21 April 2010 3 Comments
(stackoverflow rep: 10,307, Project Euler 97/288 complete)
(in which a single comment substitutes for a butterfly’s wing, metaphorically speaking)
A week or so back , as part of the unfocused rant1 that stemmed from exposure to a particularly ghastly Excel travesty.
Since it struck a chord with at least one person2 and I’d been meaning for months to write something more about it, I’m going to ramble about my feeble (but still surprisingly useful) approach to VBA code metrics.
The original idea came from three contemporaneous events several years: a large and nasty workbook to be heavily modified, some reading about McCabe’s cyclomatic complexity metric and coming across a little VB utility named Oh No!
This utility scanned a VB project and displayed a chart that attempted to show you where possible problem areas might lie by using size and complexity of routines on its X and Y axes (Function, Sub, Property etc). Size was number on non-blank, non-comment lines, while complexity was (from the Help file):
The complexity is measured as the total number of structure statements in a procedure. These statements are: Do, For, If, ElseIf, Select, While and With.
It looked like this (pointed in this instance at its own source code):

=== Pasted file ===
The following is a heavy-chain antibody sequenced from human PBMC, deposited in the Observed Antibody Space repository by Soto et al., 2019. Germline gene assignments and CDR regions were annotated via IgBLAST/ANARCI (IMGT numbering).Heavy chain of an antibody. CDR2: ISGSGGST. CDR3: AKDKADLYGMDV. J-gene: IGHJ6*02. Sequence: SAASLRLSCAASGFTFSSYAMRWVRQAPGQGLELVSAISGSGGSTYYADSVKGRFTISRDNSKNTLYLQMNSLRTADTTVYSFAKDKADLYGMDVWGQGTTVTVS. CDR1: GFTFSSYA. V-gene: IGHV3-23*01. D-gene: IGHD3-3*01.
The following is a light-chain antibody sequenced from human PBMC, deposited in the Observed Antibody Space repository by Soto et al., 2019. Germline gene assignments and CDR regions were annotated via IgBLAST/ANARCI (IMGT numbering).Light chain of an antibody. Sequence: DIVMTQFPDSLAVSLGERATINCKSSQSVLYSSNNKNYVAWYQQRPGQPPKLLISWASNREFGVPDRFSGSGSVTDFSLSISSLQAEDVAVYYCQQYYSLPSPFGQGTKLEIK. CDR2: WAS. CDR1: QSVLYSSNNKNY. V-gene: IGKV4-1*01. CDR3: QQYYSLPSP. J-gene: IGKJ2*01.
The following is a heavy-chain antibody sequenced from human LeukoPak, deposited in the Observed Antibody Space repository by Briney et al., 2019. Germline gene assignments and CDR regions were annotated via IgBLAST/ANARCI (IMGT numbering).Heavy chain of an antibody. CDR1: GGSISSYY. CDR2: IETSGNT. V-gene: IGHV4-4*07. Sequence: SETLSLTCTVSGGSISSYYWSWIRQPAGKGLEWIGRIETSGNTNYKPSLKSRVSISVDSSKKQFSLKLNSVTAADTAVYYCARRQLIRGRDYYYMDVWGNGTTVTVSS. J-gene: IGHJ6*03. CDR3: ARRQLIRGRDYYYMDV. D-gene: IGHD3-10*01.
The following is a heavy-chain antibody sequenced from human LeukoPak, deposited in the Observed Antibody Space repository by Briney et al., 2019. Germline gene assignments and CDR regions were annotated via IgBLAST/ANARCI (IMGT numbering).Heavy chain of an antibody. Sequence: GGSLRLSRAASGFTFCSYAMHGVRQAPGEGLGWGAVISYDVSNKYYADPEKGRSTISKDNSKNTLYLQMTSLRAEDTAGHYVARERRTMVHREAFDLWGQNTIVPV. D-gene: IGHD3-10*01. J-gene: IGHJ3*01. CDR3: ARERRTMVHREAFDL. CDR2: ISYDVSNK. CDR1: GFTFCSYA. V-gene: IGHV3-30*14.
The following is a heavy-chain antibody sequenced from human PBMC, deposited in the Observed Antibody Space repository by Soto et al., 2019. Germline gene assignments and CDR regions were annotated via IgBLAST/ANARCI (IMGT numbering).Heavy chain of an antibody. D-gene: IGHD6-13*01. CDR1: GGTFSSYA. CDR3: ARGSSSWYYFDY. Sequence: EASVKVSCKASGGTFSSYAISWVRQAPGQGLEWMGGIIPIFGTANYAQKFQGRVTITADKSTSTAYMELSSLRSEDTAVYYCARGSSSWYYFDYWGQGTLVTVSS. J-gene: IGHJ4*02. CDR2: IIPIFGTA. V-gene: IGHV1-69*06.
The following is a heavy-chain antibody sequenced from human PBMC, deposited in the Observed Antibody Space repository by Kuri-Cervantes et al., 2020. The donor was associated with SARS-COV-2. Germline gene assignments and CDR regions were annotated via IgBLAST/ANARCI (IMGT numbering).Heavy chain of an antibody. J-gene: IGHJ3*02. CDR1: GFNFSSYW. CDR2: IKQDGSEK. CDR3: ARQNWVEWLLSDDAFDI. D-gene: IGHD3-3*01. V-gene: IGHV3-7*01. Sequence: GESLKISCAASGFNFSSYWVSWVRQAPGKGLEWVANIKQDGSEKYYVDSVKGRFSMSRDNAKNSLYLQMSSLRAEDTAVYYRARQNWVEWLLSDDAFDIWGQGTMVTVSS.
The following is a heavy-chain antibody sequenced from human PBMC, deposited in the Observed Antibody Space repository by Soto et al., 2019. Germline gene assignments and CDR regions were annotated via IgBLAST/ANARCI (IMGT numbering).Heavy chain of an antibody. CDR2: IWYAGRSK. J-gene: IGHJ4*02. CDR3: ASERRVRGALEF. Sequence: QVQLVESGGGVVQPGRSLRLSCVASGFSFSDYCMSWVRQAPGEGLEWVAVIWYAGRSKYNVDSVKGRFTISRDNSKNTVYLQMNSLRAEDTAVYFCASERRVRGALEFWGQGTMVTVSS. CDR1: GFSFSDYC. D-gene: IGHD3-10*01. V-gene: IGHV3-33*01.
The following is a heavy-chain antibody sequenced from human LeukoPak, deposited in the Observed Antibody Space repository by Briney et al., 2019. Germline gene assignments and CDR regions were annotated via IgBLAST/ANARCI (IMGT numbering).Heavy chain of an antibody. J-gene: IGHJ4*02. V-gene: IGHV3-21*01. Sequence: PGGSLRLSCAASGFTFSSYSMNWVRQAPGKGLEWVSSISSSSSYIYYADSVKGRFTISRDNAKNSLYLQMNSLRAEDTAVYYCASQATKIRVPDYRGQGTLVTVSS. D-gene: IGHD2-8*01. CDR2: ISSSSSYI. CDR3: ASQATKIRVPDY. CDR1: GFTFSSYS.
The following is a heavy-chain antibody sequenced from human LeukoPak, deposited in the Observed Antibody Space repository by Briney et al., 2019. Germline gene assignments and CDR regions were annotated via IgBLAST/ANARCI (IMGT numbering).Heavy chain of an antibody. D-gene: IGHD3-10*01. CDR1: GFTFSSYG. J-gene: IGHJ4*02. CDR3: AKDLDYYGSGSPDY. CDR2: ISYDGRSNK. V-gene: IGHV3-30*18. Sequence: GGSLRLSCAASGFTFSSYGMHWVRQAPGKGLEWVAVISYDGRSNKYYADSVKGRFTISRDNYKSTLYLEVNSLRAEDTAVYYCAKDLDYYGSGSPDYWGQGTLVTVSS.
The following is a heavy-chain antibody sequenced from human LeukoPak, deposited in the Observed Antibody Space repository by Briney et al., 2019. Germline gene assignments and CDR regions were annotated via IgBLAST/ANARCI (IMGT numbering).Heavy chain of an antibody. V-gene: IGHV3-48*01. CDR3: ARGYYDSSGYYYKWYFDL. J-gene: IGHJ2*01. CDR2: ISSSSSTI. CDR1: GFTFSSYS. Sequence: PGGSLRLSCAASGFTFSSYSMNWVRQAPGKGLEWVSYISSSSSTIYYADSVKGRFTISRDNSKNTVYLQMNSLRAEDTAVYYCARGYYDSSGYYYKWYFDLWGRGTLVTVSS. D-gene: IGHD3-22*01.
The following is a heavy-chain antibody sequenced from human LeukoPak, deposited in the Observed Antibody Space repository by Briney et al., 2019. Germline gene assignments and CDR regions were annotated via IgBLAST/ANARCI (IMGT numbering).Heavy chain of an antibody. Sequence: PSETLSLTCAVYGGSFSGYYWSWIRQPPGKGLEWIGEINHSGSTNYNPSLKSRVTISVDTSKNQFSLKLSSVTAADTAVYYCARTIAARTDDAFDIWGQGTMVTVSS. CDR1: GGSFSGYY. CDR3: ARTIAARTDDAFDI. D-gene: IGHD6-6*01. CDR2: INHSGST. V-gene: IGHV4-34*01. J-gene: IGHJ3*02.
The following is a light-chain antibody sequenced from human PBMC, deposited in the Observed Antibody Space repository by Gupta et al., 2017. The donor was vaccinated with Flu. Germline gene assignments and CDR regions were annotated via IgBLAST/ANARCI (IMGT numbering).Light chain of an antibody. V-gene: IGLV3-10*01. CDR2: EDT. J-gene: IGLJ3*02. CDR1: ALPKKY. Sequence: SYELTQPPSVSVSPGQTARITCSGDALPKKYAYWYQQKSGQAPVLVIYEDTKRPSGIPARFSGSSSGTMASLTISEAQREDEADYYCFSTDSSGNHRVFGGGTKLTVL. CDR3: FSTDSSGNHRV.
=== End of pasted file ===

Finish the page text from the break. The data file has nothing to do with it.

For my uses it had its drawbacks, of course. To start with, it wanted a .vbp (VB project) file for input, something I didn’t have in my Excel/VBA project. For another, I didn’t seem to have the sort of brain that could easily extract useful information out of the graphical display. The code didn’t like continued lines, something I use a lot, and I felt that size and parameter count were contributors to complexity: we didn’t really need three dimensions.
Most important of all, writing my own app looked like a fun part-time project and I’m a complete sucker for those.
I should confess now that a cyclomatic complexity calculation proved to be beyond me when I developed this utility in 2002. It’s probably still beyond me now, but back then the reference I had was the original paper and gaining the necessary understanding from that would in all likelihood have taken all the fun out of the whole thing. So I fudged it. Sue me.